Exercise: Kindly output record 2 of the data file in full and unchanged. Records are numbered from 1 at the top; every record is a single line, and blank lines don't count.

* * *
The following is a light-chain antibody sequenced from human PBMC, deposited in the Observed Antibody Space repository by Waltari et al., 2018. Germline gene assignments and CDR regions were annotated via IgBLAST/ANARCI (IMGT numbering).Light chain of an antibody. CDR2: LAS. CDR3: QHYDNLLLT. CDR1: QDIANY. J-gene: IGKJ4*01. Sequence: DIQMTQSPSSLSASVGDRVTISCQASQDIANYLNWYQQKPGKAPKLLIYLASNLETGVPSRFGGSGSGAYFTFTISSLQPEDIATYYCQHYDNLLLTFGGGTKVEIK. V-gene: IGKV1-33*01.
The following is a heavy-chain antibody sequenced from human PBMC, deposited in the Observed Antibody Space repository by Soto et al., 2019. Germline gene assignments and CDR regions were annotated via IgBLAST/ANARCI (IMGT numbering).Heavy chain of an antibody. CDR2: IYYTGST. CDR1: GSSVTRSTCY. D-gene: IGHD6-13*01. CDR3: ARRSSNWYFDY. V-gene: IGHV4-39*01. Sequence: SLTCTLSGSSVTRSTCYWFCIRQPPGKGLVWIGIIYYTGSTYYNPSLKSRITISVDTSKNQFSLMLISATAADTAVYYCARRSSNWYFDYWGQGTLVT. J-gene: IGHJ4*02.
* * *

The following is a heavy-chain antibody sequenced from human PBMC, deposited in the Observed Antibody Space repository by Soto et al., 2019. Germline gene assignments and CDR regions were annotated via IgBLAST/ANARCI (IMGT numbering).Heavy chain of an antibody. CDR2: IYYTGST. CDR1: GSSVTRSTCY. D-gene: IGHD6-13*01. CDR3: ARRSSNWYFDY. V-gene: IGHV4-39*01. Sequence: SLTCTLSGSSVTRSTCYWFCIRQPPGKGLVWIGIIYYTGSTYYNPSLKSRITISVDTSKNQFSLMLISATAADTAVYYCARRSSNWYFDYWGQGTLVT. J-gene: IGHJ4*02.